Subject: Re: EVAL Implementations
From: Erik Naggum <>
Date: 1996/08/28
Newsgroups: comp.lang.lisp
Message-ID: <>

Robert Munyer, if I ever doubted that you were unreasonable, your last note
has certainly removed any shred of it.  it is abundantly clear that your
purpose now is revenge, rather than any purported "technical" issues.

if you should return to technical discussions, please, try to respect that
those with whom you try to discuss anything technical might want to refer
you to authoritative documents and standards instead of including them in
their replies or paraphrasing them with an added chance of introducing more
confusion.  you strongly suggest that you have higher regard and respect
for USENET contributions than for standards documents, and this is an
attitude so mind-bogglingly irrational that if I come across as saying "you
are stupid, Robert Munyer", it is because that is exactly what I think.

BTW, anonymous references to private communication, ostensibly to avoid
being the one to slander somebody else, is the best evidence yet to be
found on USENET of how low a person can get.  such behavior reveals an
amazingly cavalier attitude to reproducibility of observations and
credibility of conclusions, and points to a fundamental misunderstanding of
how legitimate observations and conclusions are made.  it is no wonder at
all that such a person is incapable of reading a standards document to
learn of the facts of a specification, when he obviously believes that it
furthers his cause to make such pathetic attacks solely on his opponent.
and to have the gall to make the unfounded claim that he wants to discuss
technical issues at the same time is...

you are in fact wrong on your technical points, Robert Munyer.  there is
nothing more than "read the fine manual" to tell you.  since you refuse to
do that, and instead continue to pose irrelevant questions about what
people think or believe, based on your own misunderstood assumptions, what
exactly did you expect to receive?  what would you do with the answers you
got?  would you use them in anonymous references in discussions with your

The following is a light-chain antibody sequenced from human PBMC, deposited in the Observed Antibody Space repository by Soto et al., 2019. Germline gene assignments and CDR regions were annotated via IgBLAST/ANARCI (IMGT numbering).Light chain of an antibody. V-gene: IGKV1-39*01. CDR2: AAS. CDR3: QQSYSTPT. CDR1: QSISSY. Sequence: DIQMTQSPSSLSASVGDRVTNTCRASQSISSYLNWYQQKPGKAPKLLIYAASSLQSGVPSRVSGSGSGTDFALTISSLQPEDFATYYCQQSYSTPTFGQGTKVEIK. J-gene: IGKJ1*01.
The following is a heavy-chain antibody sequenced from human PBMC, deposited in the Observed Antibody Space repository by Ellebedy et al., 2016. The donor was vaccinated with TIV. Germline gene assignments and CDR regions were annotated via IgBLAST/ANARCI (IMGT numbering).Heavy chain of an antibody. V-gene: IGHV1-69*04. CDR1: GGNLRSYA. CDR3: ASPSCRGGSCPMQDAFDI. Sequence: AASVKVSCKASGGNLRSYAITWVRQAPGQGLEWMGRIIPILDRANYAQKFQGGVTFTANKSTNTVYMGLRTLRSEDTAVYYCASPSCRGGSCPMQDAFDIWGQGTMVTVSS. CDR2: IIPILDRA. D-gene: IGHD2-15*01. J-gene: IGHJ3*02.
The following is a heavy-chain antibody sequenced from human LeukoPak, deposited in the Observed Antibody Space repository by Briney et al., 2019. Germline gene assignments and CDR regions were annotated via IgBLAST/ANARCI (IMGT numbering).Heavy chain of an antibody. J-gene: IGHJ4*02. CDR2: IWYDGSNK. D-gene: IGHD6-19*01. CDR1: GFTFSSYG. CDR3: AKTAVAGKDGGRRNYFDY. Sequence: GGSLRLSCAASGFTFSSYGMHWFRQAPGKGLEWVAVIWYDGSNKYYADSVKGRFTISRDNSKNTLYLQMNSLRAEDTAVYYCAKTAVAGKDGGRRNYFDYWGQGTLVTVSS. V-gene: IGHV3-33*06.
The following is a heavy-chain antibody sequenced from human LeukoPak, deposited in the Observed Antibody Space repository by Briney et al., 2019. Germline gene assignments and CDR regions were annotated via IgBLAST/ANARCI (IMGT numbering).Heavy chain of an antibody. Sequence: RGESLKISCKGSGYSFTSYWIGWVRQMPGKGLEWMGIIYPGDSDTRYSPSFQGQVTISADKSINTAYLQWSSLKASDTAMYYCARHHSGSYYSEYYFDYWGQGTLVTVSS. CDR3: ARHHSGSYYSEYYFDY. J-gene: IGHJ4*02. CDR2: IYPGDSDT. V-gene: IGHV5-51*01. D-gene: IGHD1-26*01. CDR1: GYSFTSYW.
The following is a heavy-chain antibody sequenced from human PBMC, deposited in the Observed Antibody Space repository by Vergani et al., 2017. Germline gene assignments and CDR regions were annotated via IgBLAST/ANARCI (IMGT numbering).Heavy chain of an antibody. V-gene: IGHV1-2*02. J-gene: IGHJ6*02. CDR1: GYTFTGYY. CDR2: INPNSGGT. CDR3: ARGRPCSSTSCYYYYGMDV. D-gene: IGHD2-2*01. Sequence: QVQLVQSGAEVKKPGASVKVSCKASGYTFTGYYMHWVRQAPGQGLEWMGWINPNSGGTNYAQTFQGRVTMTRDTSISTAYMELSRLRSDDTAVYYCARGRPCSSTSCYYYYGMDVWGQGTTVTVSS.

colleagues that you are somehow correct in your assumptions?  would you at
any one point go and consult the specification to learn how things _should_
have been done, instead doing a Gallup poll on what a representative sample
of the population might think?  standards are written by the best people we
can find.  anybody at all can have opinions.  this is why we have standards
written by experts instead of Gallup polls on USENET every time we wish to
know what Common Lisp, the language, specifies.

and it is true, I find unbridled display of arrogant ignorance to be the
worst aspect of USENET.  and it is true, I do treat people who refuse to
listen to authoritative sources and instead go on to ask _people_ what they
think, as fundamentally misguided and extremely unlikely to produce
anything of reasonable value in a discussion, because they discuss not what
is, but what people believe.

finally, Robert Munyer, you do most emphatically not _have_ to waste your
time in flame wars.  if you _want_ to waste your time in flame wars, that
is your very own choice.  sometimes, it is more effective to shut up than
to continue to make the crux of your argument that somebody else is a

you said you had a technical argument.  I'll believe it when I see it.  I
don't think it is possible to have technical discussion with people whose
mission it is to convince the world of their own personal misconceptions,
including, but not limited to meaningless and pathetic slandering of
others.  I think a technical discussion must refer to something that is
impersonal, such as a standard specification for a programming language.

my other car is a cdr